Groundhog (AKA "Woodchuck"), Marmota monax
February is fast approaching, and a certain resident of Punxatawny, PA is preparing to elate or depress us with his prognosticating. In the event that the rotund rodent's forecast is not simpatico with your plans for the remainder of winter, we offer this website
. If you’re feeling especially vindictive, try this
(you'll find some satisfaction in the fact that the instructions call for boiling the miscreant violently).
Regular subscribers to our updates newsletter receive these updates from our blog, Just Served
, directly -- but there is much more at the blog that isn't sent automatically. Just Served slings more leftovers than most people want to face, especially this time of year -- but, if you that feel you're up to the challenge, you can follow us on Facebook
, or Twitter
. In the unlikely event that you find yourself stranded and book-starved, there's even a kind of index at A Quiet Little Table in the Corner
has reposted several of our own articles – and there should be another new one appearing there, hard upon year's end. Our backlist of LC pieces is available here
, along with several articles by more noteworthy writers on food history & science.
For this month's quotation from On the Table's culinary quote pages
, two naturalists speak of the beast du jour
My enemies are worms, cool days, and most of all woodchucks. The last have nibbled for me a quarter of an acre clean. Henry David Thoreau
As I came home through the woods with my string of fish, trailing my pole, it being now quite dark, I caught a glimpse of a woodchuck stealing across my path, and felt a strange thrill of savage delight, and was strongly tempted to seize and devour him raw; not that I was hungry then, except for that wildness which he represented. Henry David Thoreau
Every time I shoot a woodchuck, eight come to the funeral. John Burroughs
PS: If you encounter broken links, changed URLs -- or know of wonderful sites we've missed -- please drop us a line
. It helps to keep this resource as useful as possible for all of us. To those of you who have suggested sites -- thanks, and keep them coming!
PPS: If you wish to change the e-mail address at which you receive these newsletters, or otherwise modify the way you receive our postings or -- if you've received this newsletter by mistake, and/or don't wish to receive future issues -- you have our sincere apology and can have your e-mail address deleted from the list immediately. We're happy (and continuously amazed) that so few people have decided to leave the list but, should you choose to be one of them, let us know and we'll see that your in-box is never afflicted by these updates again. You’ll find links at the bottom of this page to fix everything to your liking.
----the new sites----
(opinion piece by Chris Schonberger, Nick Schonberger, and Foster Kamer)
(food writer and radio host of The Locavore Way)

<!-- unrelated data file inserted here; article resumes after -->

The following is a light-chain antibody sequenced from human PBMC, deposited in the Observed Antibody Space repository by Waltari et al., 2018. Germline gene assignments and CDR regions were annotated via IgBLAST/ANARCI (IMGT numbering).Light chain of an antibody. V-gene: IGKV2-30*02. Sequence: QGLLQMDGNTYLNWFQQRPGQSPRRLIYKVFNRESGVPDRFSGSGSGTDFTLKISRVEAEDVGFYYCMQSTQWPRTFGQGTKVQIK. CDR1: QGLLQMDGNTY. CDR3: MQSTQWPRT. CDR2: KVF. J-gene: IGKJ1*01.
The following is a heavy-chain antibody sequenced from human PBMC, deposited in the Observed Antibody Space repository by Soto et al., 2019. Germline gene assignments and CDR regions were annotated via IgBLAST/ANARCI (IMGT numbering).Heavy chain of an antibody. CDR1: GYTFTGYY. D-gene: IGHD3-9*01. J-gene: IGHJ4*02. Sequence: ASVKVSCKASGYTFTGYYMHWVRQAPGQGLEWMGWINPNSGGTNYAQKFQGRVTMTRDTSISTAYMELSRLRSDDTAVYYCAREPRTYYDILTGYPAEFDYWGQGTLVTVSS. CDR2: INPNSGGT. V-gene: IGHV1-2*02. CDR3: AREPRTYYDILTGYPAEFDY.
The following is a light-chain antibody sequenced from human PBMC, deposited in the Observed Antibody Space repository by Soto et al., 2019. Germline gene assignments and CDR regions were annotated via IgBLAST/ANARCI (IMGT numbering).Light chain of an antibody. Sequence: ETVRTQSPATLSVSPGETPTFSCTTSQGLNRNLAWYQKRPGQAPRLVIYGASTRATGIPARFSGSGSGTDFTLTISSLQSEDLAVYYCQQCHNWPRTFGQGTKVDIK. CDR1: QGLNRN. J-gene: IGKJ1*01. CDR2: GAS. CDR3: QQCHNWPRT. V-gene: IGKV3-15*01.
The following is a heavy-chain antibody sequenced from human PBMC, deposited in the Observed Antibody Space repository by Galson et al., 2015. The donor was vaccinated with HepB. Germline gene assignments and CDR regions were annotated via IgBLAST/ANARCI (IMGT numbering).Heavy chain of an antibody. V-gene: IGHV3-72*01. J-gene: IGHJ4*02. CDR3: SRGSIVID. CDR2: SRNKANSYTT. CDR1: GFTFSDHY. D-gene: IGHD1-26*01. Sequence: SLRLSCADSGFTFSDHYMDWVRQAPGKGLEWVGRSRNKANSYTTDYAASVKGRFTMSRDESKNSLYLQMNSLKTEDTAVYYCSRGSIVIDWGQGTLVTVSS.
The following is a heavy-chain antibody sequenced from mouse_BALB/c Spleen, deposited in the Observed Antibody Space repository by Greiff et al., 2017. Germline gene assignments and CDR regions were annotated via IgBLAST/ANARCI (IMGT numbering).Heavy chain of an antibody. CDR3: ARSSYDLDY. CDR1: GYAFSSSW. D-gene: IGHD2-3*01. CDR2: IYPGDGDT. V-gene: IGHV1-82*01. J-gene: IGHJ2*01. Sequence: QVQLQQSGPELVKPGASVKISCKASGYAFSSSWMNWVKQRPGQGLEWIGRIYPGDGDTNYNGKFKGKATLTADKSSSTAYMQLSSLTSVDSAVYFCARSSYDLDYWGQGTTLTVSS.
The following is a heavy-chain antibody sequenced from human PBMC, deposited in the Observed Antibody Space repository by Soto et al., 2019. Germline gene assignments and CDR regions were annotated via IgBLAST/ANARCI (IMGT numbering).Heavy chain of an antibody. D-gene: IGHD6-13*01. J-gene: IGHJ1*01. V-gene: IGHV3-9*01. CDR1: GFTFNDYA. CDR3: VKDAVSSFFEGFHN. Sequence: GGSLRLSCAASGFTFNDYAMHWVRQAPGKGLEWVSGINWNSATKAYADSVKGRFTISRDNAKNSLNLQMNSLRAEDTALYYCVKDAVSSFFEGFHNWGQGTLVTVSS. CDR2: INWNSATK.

(some medieval favorites from The Cloisters in NYC)
(details of the Maillard reaction and caramelization, in malting and brewing)
(some current ideas about the advantages of milk-drinking; on NPR)
(e-zine about food, drink, and travel, served with humor and a side of iconoclasm)
(evidence of herb use in medicine and cookery, back to he Neanderthals)
(when Thomas Wolfe wrote, "you can't go home again" was he talking about the tastes of foods and wines of the past?)
(Alex Renton's editorial, in The Guardian, about why the world's food supply must change, and some of the technologies that may be employed to do it)
(data base of edible -- and inedible -- molluscs with many links)
(searchable international culinary dictionary)
(Paul Campos' article, in The New York Times, questions the supposed connection between obesity and mortality)
(an exhibit at the American Museum of Natural History)
(Gary Taubes' article, in The New York Times, on the lack of scientific basis for restricting salt in the diet)
(newsletter about distilled liquors & cocktails; with recipes, articles, and trade news)
(the drink of choice for royalty and warriors, from the Aztecs to today's MREs)
(Cynthia D. Bertelsen points to a recent paper on what cookbooks can tell us about the past)
-- inspirational (or otherwise) sites for writers/bloggers --
(the pros & cons of literary agents)
-- yet another blog --
-- changed URL --
--- that's all for now ---
Except, of course, for the usual legalistic mumbo-jumbo and commercial flim-flam:
Your privacy is important to us. We will not give, sell or share your e-mail address with anyone, for any purpose -- ever. Nonetheless, we will expose you to the following irredeemably brazen plugs:
Would you be willing to support this newsletter, if it didn't require you to spend a dime of your own money on it? It's easy. Whenever you want to shop on Amazon. Com, click on any of the book links below, then whatever you buy there (it doesn't even have to be one of our books) will earn a commission for On the Table.
Here endeth the sales pitch(es)...
...for the moment, anyway.
"The Resource Guide for Food Writers, Update #148" is protected by copyright, and is provided at no cost, for your personal use only. It may not be copied or retransmitted unless this notice remains affixed. Any other form of republication -- unless with the author's prior written permission -- is strictly prohibited.
Copyright (c) 2013 by Gary Allen.